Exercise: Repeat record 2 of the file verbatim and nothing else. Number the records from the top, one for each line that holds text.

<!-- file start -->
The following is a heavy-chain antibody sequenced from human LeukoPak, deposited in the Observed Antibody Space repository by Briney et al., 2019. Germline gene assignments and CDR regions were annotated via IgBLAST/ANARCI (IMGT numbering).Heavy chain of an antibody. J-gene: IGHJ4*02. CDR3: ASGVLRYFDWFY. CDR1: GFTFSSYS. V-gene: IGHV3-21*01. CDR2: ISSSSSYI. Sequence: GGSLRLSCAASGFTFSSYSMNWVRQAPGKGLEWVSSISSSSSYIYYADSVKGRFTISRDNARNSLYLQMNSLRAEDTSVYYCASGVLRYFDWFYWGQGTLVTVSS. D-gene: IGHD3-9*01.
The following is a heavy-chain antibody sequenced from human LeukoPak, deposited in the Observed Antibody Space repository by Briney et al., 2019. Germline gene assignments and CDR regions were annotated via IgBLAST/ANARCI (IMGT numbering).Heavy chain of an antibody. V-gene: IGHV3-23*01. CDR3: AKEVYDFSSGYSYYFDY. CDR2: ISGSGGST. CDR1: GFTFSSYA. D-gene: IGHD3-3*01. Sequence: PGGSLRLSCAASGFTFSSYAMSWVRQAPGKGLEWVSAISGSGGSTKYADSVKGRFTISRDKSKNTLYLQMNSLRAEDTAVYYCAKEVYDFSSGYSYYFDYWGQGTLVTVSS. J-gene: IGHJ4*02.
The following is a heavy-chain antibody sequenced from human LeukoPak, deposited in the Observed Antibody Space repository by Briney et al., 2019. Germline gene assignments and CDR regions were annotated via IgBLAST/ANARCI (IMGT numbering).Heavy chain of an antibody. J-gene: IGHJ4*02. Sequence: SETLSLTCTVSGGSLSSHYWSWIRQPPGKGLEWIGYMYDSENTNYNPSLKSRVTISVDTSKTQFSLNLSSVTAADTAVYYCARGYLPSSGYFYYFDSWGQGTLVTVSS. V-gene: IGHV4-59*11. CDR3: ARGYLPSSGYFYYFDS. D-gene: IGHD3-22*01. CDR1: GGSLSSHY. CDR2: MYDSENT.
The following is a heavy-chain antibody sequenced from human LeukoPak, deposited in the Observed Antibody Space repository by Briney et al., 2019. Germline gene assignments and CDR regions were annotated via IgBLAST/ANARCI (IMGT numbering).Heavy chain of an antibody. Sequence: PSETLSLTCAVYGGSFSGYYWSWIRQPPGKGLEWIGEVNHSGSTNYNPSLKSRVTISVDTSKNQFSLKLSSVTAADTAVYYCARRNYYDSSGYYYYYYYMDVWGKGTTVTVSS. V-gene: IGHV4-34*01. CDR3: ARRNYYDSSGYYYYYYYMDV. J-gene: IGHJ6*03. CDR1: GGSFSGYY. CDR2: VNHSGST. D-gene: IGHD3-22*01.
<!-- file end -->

The following is a heavy-chain antibody sequenced from human LeukoPak, deposited in the Observed Antibody Space repository by Briney et al., 2019. Germline gene assignments and CDR regions were annotated via IgBLAST/ANARCI (IMGT numbering).Heavy chain of an antibody. V-gene: IGHV3-23*01. CDR3: AKEVYDFSSGYSYYFDY. CDR2: ISGSGGST. CDR1: GFTFSSYA. D-gene: IGHD3-3*01. Sequence: PGGSLRLSCAASGFTFSSYAMSWVRQAPGKGLEWVSAISGSGGSTKYADSVKGRFTISRDKSKNTLYLQMNSLRAEDTAVYYCAKEVYDFSSGYSYYFDYWGQGTLVTVSS. J-gene: IGHJ4*02.